# Diff of /trunk/doc/inversion/CostFunctions.tex

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1  \chapter{Introduction}\label{Chp:ref:introduction}  \chapter{Introduction}\label{Chp:ref:introduction}
2  Our task in the inversion\index{inversion} is to find the geological structure within a given three-dimensional region $\Omega$ from given geophysical  Our task in the inversion\index{inversion} is to find the geological structure within a given three-dimensional region $\Omega$ from given geophysical
3  observations\index{observation}.  observations\index{observation}.
4  The structure is described by level set function $m$\index{level set function}. The level set  The structure is described by a \emph{level set function} $m$\index{level set function}.
5  function can be a scalar function or may have several components, see Chapter~\ref{Chp:ref:regularization} for more details.  This function can be a scalar function or may have several components,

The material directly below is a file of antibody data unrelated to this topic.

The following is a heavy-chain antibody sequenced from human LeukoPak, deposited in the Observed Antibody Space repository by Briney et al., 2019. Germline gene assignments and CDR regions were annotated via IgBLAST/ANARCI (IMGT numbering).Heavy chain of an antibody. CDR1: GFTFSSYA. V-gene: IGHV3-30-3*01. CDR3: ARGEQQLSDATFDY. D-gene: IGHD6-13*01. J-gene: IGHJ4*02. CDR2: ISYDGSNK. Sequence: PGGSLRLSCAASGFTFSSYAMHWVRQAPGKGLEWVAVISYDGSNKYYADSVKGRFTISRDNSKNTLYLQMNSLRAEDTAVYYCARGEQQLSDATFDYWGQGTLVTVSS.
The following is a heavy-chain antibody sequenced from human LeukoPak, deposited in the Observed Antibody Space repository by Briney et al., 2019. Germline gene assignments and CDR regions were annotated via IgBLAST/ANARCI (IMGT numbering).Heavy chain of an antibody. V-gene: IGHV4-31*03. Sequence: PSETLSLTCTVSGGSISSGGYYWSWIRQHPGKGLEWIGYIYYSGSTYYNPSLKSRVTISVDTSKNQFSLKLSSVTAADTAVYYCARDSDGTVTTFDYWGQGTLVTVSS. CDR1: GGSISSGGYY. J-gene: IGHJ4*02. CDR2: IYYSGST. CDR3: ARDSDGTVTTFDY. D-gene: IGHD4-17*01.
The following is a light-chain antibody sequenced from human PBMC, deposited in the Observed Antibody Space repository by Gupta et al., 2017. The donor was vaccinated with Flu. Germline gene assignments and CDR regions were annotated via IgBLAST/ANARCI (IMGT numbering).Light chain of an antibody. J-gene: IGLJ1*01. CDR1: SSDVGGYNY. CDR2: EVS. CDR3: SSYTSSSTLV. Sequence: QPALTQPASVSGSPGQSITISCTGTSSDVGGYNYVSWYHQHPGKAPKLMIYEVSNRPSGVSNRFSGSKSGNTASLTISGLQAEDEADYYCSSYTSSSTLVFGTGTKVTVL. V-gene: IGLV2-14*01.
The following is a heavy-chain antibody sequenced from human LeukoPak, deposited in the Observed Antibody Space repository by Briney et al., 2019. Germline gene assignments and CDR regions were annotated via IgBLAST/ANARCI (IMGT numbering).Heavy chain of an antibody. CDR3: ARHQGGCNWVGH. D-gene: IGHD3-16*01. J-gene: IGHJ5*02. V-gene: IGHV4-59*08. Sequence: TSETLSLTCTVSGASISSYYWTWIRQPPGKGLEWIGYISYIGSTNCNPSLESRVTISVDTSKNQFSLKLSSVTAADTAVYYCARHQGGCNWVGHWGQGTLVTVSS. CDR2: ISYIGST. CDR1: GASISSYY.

6  Its values are dimensionless and should be between zero and one. The latter condition is not enforced.      see Chapter~\ref{Chp:ref:regularization} for more details.
7  Through a mapping, see Chapter~\ref{Chp:ref:mapping}\index{mapping}, the values of the level set function are mapped  Its values are dimensionless and should be between zero and one.
8  onto physical parameter $p^f$\index{physical parameter}. The physical parameter feeds into forward models\index{forward model}  However, the latter condition is not enforced.
9  which returns a prediction for the observations, see Chapter~\ref{Chp:ref:forward models}. An inversion may consider  Through a mapping (see Chapter~\ref{Chp:ref:mapping}\index{mapping}) the values
10  several forward models which we call joint inversion\index{joint inversion}.  of the level set function are mapped onto physical parameter $p^f$\index{physical parameter}.
11    The physical parameter feeds into one or more forward models\index{forward model}
12    which return a prediction for the observations, see Chapter~\ref{Chp:ref:forward models}.
13  The level set function describing the actual geological structure is given as those level set function which minimizes  An inversion may consider several forward models at once which we call
14  a particular cost function $J$\index{cost function} which is a composition of the  \emph{joint inversion}\index{joint inversion}.